Pangea Alliance, ad trends and more – Rubicon Project’s Jay Stevens shares his thoughts

Yet where is programmatic likely to head in the future? Video? Native? Here Jay Stevens, GM International of ad tech company Rubicon Project, talks to DIS contributor Ashley Norris, offering his predictions, alongside an explanation of the Pangaea Alliance, which Rubicon have played a key role in developing.

Don’t miss Jay at the Digital Innovators’ Summit (DIS) in Berlin, Germany from 20-22 March 2016. The discounted, pre-agenda booking option (with savings of at least €800 on final delegate rates) ends soon, so book today.

What brought about the Pangaea Alliance? Who drove it? Do you think that the five brands are planning on expanding it to include other publishers?

The Pangaea Alliance represents the coming together of a range of the top global news publishers, many of whom we previously already worked with on an individual basis and continue to do so.

The Pangaea Alliance, which includes the Guardian, CNN, the FT, Reuters and the Economist, is currently one of nine such co-operatives around the world on our platform, but while unique in its global focus, its motivation and approach remain similar to its peers.

Through pooling inventory and data, co-operatives aim to enable publishers to compete more effectively with the giants of search and social that tend to dominate the media industry worldwide.

And it’s not all hype and hyperbole. Earlier this year at Dmexco we released a dedicated report and infographic on the subject with specific proof points on the successes enjoyed by several of our co-op partners thus far.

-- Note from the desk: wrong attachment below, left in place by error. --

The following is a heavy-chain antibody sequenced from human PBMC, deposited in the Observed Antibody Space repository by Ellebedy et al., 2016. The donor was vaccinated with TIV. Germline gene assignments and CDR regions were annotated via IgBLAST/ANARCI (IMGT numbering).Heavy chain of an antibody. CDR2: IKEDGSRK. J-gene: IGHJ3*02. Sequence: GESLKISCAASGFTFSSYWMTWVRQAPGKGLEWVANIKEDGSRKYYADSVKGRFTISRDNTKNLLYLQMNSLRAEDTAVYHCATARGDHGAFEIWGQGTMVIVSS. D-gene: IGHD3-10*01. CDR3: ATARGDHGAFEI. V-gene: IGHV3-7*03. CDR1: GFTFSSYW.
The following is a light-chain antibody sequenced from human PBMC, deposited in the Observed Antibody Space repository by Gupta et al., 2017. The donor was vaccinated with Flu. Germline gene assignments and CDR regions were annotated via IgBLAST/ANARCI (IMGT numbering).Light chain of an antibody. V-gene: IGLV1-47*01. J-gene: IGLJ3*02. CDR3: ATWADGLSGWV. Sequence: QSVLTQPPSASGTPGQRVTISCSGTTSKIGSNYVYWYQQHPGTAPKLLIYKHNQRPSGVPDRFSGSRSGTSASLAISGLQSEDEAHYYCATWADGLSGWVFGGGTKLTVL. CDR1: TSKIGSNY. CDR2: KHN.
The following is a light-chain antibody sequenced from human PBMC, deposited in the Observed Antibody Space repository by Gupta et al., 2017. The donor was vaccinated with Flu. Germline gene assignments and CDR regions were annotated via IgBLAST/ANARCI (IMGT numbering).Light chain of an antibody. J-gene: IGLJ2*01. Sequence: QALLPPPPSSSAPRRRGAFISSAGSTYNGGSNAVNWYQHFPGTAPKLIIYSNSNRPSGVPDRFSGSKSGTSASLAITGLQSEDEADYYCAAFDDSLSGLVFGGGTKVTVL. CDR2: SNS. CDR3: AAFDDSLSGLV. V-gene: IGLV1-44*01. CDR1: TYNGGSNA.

As the report also shows, La Place Media in France has more than doubled in terms of member publishers since launch, from 120 to 250. In terms of your second question, there is no doubt that the members of the Pangaea Alliance are highly ambitious, and it would be no surprise if they had similarly lofty aims.

How many other similar co-operatives do you have on the go at the moment? Do they all work in a similar way? If not what is different? 

As mentioned, we currently have eight other national co-operatives live on the platform. The most interesting recent development in this area is that it has become truly a global phenomenon with the launch of the first co-ops outside of Europe, RPA Media Place in Argentina and the Kiwi Premium Advertising Exchange (KPEX) in New Zealand going live over the past couple of months.

In terms of how they successfully operate, the blueprint was really set by the first co-operative, La Place Media when they launched three years ago.

How important do you think programmatic platforms are going to become in terms of the sale of video inventory?

In the past, video was largely seen by the industry as an area of programmatic that was low on quality, given the major broadcasters unwillingness to open up to automation, however, there are some signs this is now changing.